Frontiers of Medicine in the Anglo-Eqyptian Sudan, 1899-1940

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Clarendon Press, 1999 - Medical - 261 pages
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Much recent work on the history of colonial medicine argues that medicine was the handmaiden of colonial power and of capitalism. Dr Bell challenges this interpretation through careful investigation of the complicated relationship between medicine, politics, and capital in the Anglo-Egyptian Sudan. 'Frontiers of Medicine' examines the physical, epidemiological, and professional boundaries that endlessly preoccupies colonial officials. Emphasising the tenuousness of colonial power, it includes chapters on midwifery training and female circumcision, on health and racial ideology, and on the quest to find the yellow fever virus in East Africa. Accepted wisdom maintains that colonial medicine consisted primarily of white doctors treating black patients, that it was mainly about medical practice, and that it was driven by colonial relationships. Dr Bell subverts these notions with detailed evidence of the participation of women and native Africans as trained medical personnel in the Anglo-Egyptian Sudan, and demonstrates the tenuousness of colonial power in practice. There are chapters on midwifery training and female circumcision, on health and racial ideology, and on the quest to find yellow fever virus in East Africa. Dr Bell also investigates the relationship between colonial power and medical research, arguing that a new international medicine emerged during the inter-war period.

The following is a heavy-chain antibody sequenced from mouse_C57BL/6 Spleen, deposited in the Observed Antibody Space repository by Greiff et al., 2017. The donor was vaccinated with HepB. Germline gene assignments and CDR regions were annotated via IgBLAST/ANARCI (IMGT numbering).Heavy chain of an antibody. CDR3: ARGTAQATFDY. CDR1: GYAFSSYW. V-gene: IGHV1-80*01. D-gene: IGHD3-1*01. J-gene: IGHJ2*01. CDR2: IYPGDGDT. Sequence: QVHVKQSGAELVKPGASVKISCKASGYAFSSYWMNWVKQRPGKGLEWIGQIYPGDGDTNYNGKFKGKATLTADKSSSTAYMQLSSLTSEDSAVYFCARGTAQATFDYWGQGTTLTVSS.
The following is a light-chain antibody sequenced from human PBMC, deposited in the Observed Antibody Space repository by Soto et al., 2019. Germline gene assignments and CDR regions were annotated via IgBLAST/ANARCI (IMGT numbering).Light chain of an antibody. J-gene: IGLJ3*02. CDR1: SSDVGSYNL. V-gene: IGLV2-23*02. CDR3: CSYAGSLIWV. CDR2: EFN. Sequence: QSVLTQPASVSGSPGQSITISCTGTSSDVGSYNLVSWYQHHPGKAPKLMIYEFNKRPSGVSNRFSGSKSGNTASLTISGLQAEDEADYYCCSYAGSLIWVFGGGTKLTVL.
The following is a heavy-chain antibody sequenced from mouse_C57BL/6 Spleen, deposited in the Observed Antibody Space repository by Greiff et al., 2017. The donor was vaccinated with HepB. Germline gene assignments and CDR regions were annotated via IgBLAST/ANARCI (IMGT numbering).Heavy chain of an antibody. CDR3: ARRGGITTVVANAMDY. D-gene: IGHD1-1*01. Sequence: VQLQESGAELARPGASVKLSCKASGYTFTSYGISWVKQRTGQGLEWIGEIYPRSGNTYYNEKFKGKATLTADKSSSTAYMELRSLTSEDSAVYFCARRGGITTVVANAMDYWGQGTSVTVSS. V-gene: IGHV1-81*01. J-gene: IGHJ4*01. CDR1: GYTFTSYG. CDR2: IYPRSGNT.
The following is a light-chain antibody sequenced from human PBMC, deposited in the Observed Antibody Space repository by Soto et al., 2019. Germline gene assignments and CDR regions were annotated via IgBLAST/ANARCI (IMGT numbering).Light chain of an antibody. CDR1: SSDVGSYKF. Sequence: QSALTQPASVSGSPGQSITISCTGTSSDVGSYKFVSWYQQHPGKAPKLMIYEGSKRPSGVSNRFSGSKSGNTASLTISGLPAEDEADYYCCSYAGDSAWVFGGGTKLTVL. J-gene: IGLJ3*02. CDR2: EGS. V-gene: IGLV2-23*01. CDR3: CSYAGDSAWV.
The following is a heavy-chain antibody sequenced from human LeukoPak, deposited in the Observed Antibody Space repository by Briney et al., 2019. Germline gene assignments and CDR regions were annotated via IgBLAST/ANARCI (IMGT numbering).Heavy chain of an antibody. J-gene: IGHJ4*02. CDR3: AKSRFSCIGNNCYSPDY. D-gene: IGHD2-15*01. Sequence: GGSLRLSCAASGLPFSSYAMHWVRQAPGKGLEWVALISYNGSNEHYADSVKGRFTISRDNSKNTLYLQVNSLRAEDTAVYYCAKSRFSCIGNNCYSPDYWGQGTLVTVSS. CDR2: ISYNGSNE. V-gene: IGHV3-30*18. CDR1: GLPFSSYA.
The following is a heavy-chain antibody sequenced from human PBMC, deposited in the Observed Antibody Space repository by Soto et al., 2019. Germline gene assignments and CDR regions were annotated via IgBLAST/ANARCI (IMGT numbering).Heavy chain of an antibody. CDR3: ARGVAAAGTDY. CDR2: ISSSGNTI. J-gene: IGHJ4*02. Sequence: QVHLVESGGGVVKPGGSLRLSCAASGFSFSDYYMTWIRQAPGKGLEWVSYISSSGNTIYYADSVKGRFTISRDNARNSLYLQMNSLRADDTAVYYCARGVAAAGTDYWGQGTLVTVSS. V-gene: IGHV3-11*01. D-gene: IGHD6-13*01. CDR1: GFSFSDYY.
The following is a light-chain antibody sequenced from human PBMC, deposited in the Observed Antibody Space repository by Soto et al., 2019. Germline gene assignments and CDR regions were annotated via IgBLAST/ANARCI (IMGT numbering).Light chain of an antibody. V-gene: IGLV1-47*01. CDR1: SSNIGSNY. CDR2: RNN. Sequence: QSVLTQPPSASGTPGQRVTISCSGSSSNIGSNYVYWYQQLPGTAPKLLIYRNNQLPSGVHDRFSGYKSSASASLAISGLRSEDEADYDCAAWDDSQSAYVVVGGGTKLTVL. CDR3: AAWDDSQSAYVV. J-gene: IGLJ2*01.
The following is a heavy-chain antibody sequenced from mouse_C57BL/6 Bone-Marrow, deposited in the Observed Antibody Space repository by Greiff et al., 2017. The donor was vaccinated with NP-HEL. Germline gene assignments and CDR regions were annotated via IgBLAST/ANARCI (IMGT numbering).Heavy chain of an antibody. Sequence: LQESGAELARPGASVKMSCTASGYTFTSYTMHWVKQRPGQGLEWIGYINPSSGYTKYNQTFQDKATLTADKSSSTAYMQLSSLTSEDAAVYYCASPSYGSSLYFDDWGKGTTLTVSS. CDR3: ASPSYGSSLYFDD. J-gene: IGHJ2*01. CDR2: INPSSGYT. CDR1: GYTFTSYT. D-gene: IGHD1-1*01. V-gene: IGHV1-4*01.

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About the author (1999)

Heather Bell was formerly Rhodes Research Fellow at St Hilda's College, Oxford (1996-1997).

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